“We wrote both of those songs at the same time,” Kenny says. “You always need to fight for what you want. ‘Wet Cheeks’ started as a funny double entendre, but somehow turned out to be a meaningful song for us. It’s about people who stay indoors and can’t cope.”
Another theme of the album is handling relationship turmoil. Kenny’s mother, his step-father’s temper and the damage they both caused each other is front and center on the oddly optimistic “Put Down Your Fights,” which wouldn’t feel out of place on a Wes Anderson soundtrack. The witchy “Try Burning This One” is a thick-skinned follow-up to their song “I’m a Witch,” defiantly stating that you can’t be burned if you’re already made of stone. “Florida” is a song from Carlson’s old band The Ponies, and uses suffocation as a metaphor for a failing love. These songs lure you in with their raucous fun, while it might be many listens before you catch onto their darker subject matter.
The smile-inducing hits “You Don’t Get It (You Don’t Got It)” and “Good Enough For You” are about moving on after the romance has fizzled. Upbeat music with bittersweet lyrics is the name of the game. “Maven of the Crafts” is the only song on the record sung by Kenny. It’s an ode to his middle-aged romantic awakening with his occult sorcerous girlfriend, a sweet Lou Reed-esque, indie-folk love song.
Next come the straight up rock & roll bangers. “Doorman” is a take-no-prisoners punk anthem that confronts the aforementioned dilemma of playing clubs when you’re underage. “Hey Hey Hey” is a song of isolation in our social-media-laden world. It’s about TikTok and its culture of empty victories and ultimate meaninglessness. It has a post-Stooges Iggy Pop vibe where instead of heroin we get a glowing cell-phone screen.
The album ends with “I Got the Hots for Charlie Watts,” a sassy love letter to the Rolling Stones drummer. The Exbats live in constant homage to the rock gods who paved the Highway to Hell before them. “Billie Joe from Green Day got his hands on the song,” Kenny says, “and passed it off to Ronnie Wood who gave it to Charlie on his birthday. How cool is that! I also love that story from Keith about how Charlie punched Mick in Amsterdam when Mick called him on the phone saying, ‘Where’s my drummer?’ After he slugged Mick, Charlie said, I’m not your drummer—you’re my singer.”
It’s hard not to fall in love with The Exbats on Kicks, Hits and Fits. Its 12 songs are infinitely catchy, and at a quick 30 minutes you’ll find yourself listening over and over again. In this isolating world of TikTok, Twitch and Insta-celebrities finding fame without leaving their bedrooms, The Exbats are on a mission to meet you on your home turf, bringing you out to the dance floor just like their ‘60s British invasion heroes. And they have no plans of slowing down. They’re shooting more videos, booking more tours and gearing up for their official showcase at SXSW 2020.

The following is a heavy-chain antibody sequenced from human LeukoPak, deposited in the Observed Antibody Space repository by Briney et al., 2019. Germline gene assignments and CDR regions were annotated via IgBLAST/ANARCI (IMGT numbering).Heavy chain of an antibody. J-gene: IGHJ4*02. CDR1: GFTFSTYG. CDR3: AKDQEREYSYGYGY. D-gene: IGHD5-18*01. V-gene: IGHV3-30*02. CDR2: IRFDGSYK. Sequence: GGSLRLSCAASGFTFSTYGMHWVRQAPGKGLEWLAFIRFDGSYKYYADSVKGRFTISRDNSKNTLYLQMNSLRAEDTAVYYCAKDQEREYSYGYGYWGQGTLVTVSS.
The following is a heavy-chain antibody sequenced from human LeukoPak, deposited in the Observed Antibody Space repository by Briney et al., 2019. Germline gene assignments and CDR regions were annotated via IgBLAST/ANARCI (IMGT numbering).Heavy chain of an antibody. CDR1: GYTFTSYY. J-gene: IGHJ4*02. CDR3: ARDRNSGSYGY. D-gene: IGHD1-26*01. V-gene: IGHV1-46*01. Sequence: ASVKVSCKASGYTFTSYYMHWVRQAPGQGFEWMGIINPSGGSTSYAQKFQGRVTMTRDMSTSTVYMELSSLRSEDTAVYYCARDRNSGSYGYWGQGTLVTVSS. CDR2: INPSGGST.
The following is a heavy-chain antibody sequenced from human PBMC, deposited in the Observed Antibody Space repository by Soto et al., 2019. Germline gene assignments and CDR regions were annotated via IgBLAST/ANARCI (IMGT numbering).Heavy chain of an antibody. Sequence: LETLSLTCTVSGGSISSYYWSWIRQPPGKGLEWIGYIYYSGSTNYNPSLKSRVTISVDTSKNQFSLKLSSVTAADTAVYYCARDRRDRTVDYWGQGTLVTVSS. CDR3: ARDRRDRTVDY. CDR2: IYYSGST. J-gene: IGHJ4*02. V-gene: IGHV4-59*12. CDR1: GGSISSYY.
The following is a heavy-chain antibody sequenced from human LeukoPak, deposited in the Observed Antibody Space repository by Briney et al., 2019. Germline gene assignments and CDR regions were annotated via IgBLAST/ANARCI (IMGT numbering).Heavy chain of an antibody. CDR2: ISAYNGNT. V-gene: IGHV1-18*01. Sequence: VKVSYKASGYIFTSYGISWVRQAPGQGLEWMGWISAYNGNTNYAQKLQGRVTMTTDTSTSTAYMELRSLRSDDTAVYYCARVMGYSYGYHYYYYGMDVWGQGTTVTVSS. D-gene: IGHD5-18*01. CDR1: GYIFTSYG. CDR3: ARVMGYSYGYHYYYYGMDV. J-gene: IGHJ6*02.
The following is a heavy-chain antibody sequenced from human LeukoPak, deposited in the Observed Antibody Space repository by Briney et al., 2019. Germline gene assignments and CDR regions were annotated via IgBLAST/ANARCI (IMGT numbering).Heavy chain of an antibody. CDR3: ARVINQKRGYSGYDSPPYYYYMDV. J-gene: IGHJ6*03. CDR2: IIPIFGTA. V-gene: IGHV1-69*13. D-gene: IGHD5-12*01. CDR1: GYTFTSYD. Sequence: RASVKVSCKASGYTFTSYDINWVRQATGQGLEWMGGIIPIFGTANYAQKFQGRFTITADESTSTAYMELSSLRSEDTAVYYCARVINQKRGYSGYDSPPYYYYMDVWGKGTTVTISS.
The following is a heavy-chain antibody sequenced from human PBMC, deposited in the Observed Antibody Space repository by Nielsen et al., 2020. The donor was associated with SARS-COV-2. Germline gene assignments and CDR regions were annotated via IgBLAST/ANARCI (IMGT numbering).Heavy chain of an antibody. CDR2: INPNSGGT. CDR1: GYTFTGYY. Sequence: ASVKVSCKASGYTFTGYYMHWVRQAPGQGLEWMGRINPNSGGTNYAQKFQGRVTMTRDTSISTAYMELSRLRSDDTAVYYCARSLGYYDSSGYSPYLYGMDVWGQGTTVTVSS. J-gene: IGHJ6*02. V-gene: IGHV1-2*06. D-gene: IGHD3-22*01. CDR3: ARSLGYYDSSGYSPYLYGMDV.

“We love punk stuff like FIDLAR and Death Valley Girls.’ Inez says, “And I love a good pop song from different bands like Pulp, Flight of the Conchords, and 12-year-old Inez would tell you that nobody writes a better song than Harry Styles, but mostly we’re a Monkees family.”
“We try to bring it back to a time when people focused on writing hit songs.” Kenny says. “We want to unite the world around rock & roll!”
“The Exbats have managed to distill all that’s vibrant in the history of pop music into 2- to 3-minute anthems that recall everything poppy from The Archies to its ’70s punk heirs The Ramones.” – Under the Radar
“[They] play tunes with simple pop melodies, no-frills first-wave punk arrangements, and a cheerful sense of humor that finds room for observations on pop culture, troubles with relationships, and even family matters.” – AllMusic
“The band flips between ripping punk rock and neo-garage rock. “2027” could have been stolen from a Weirdoes or Avengers single with its charging, burning riff. Meanwhile, “Girls like these” is borne from ‘60s radio rock and could equally have been a 1910 Fruitgum Co single or an Animals tracks. For the most part, the tunes are sparse, catchy, and to the point. Both early punk and early garage rock thrived off hooks and the band unabashedly aims to make a thumb snapper of a record. And they succeed.” – Punknews
“They may be a family act but they don’t hold anything back… fast and fuzzed-out… feisty with a strong thrust of hardcore riffs and heavy drum beats.” – BTRtoday